Saturday, June 4, 2011

Don't Be Afraid of This Poster

I've always said that horror titles tend to have the best artwork because, amongst many other reasons, they have so much bias to work against. Oh sure, horror movies can typically get in the usual base crowd of cinema patrons that will go see anything with an axe-wielding murderer, ghostly intruder or screaming teenager, but more or less horror films are greeted with groans by most. That's why I think they have to work harder at their advertising (not just posters, but trailers on through to unique gimmicks and specialty marketing) if they want to branch out from that core crowd.

I love this poster for Don't Be Afraid of the Dark [src], which stars Katie Holmes and Guy Pearce. I am in love with these colours - that deep orange and a shade of red that makes it look like it was painted in blood - and that there are no big empty spaces, no giant floating heads and no shit-tastic Photoshopping. It feels distinctly "old-fashioned" in that it's more about selling a mood than it is selling a star. I like the simple typeface, but think the differently sized words is a neat touch, almost like it's trying to unsettle viewers and, hello, who doesn't love a movie poster featuring a border?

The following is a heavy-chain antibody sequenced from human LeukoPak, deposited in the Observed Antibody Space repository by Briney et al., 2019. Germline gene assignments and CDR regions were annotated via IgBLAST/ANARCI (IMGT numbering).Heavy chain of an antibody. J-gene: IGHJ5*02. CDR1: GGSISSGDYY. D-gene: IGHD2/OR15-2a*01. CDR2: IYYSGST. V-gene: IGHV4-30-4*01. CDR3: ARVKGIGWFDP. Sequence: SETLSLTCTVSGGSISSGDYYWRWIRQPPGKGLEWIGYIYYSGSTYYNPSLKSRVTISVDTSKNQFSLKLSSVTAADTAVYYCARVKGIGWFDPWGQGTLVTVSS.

Most curious of all, however, are the dimensions. Much longer than the usual size for a poster and it reminds me of the old Australian "Daybill" style of poster like, for example, this Halloween poster. Unfortunately, this style of poster are incredibly rare and I barely ever see them discussed anywhere. Even sadder is the fact that a lot of the daybills you can actually find online aren't the best quality. They're usually far from HQ and are a lot of the time simply photographs of daybills. That's a shame because they were able to do some really interesting stuff with the length they had to work with. The Halloween daybill I linked to (with its awesome duel taglines!) is a great example, as is this one for Roadgames, Deadly Blessings, North by North West, The Empire Strikes Back, Ground Zero, Gentlemen Prefer Blondes and Stone. You can click here, or here, or here to look at some more, or just google Australian daybill images and you'll find a heap. They're an interesting investigation for fans of film artwork, much like Polish/Czech designs, UK quads and so on. They're sometimes really unique and different and, as proven by their extravagant sale prices, very rare.

It's a shame they don't make them anymore, don't you agree?

1 comment:

Anthony Mai said...

I do love these sort of posters! Definitely better than all the modern-looking photoshopped ones we get so often these days.